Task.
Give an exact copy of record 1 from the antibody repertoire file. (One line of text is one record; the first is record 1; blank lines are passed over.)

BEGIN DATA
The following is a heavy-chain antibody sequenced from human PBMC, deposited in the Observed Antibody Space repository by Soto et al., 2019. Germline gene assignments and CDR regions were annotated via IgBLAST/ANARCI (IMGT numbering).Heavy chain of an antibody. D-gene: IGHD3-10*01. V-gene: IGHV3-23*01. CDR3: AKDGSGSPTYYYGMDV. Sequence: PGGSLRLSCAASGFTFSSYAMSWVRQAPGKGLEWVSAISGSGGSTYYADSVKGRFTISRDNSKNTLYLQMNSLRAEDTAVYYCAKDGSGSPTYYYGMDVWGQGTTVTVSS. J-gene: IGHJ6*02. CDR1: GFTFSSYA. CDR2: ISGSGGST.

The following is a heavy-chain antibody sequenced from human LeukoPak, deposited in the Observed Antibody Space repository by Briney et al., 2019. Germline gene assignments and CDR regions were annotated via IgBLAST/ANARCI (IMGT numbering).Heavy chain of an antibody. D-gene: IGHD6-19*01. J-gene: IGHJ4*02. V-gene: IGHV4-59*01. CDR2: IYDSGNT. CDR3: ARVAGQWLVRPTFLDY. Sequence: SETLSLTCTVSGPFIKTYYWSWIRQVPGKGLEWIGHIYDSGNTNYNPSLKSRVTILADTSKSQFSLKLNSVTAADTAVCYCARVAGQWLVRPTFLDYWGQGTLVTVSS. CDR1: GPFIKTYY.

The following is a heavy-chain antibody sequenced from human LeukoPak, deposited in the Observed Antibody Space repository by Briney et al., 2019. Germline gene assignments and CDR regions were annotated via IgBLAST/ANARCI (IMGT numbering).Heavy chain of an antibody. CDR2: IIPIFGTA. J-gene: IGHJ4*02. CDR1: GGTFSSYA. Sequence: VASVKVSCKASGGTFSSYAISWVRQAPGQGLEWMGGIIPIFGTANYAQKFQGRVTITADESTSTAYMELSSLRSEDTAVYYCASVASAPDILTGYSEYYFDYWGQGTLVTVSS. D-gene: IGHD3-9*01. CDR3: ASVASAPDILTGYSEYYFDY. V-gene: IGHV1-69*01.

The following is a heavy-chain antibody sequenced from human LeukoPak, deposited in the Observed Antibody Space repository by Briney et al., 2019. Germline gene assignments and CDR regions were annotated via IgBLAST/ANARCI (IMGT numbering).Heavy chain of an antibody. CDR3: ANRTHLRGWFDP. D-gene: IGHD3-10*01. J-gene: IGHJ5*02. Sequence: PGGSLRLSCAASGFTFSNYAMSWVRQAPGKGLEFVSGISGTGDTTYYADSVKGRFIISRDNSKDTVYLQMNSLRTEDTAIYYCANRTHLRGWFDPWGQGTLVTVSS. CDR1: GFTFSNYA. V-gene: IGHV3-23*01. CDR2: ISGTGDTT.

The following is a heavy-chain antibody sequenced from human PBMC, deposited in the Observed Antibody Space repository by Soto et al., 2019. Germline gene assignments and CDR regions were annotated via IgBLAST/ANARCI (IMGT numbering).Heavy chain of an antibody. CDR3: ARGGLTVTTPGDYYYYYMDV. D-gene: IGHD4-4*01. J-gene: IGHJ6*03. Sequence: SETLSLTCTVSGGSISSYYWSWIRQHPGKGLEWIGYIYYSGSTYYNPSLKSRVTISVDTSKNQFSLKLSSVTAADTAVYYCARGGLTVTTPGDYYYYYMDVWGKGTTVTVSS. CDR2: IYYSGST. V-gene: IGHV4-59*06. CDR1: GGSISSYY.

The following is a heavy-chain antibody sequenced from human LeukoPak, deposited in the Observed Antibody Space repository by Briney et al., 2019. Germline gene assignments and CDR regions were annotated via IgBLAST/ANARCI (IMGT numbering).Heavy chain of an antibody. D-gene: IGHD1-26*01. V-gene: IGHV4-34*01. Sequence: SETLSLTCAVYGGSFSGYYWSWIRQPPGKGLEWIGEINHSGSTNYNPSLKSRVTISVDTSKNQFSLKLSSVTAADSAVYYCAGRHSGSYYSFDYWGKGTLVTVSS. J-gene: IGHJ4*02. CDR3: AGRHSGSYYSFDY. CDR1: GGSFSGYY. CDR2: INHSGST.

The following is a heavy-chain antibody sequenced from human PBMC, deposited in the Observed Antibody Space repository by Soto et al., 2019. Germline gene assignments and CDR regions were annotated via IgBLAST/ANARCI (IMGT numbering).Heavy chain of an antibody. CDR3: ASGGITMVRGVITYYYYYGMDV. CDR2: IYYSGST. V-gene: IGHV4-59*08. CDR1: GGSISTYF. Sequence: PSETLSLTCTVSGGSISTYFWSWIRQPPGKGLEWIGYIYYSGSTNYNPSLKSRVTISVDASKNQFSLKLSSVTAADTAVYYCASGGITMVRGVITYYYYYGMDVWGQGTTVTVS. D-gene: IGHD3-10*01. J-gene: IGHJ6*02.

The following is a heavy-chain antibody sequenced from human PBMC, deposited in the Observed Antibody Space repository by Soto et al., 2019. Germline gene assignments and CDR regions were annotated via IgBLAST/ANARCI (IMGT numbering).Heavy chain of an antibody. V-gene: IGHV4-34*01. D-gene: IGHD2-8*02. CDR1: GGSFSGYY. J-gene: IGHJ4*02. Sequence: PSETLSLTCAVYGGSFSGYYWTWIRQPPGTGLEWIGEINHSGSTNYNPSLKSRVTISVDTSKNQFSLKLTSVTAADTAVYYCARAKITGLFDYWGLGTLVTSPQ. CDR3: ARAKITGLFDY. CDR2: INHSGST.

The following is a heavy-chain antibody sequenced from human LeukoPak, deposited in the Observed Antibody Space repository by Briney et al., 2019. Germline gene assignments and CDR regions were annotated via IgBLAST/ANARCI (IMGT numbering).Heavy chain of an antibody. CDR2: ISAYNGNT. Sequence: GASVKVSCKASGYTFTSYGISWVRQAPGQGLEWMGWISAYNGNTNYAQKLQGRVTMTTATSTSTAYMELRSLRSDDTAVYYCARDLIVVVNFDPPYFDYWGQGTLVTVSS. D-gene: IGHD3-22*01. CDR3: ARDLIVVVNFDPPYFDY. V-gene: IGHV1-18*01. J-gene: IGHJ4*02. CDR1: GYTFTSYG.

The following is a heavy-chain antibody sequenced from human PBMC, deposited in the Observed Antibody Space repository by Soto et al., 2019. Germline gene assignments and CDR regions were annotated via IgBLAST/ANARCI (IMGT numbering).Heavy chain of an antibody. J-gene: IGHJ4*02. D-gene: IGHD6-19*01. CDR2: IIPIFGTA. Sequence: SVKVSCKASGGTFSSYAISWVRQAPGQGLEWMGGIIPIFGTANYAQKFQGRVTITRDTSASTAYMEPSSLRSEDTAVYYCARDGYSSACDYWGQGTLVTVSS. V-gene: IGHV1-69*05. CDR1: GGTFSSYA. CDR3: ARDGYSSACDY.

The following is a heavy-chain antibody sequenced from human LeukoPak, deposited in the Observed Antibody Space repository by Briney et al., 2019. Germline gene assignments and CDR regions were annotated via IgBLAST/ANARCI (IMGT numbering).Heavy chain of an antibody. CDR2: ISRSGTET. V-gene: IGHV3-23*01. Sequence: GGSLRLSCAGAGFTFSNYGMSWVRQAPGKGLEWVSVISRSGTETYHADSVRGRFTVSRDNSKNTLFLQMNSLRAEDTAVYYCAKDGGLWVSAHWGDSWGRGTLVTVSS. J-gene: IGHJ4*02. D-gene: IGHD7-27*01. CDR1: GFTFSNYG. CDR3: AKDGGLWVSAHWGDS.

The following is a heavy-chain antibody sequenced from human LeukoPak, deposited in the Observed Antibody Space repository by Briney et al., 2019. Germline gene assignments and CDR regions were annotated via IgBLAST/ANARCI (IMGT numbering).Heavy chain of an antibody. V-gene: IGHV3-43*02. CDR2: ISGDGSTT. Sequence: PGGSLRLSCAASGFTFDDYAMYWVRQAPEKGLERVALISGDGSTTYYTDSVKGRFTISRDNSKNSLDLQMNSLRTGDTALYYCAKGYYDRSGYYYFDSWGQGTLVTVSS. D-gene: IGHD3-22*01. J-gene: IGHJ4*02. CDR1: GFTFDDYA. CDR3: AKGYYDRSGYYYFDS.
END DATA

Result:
The following is a heavy-chain antibody sequenced from human PBMC, deposited in the Observed Antibody Space repository by Soto et al., 2019. Germline gene assignments and CDR regions were annotated via IgBLAST/ANARCI (IMGT numbering).Heavy chain of an antibody. D-gene: IGHD3-10*01. V-gene: IGHV3-23*01. CDR3: AKDGSGSPTYYYGMDV. Sequence: PGGSLRLSCAASGFTFSSYAMSWVRQAPGKGLEWVSAISGSGGSTYYADSVKGRFTISRDNSKNTLYLQMNSLRAEDTAVYYCAKDGSGSPTYYYGMDVWGQGTTVTVSS. J-gene: IGHJ6*02. CDR1: GFTFSSYA. CDR2: ISGSGGST.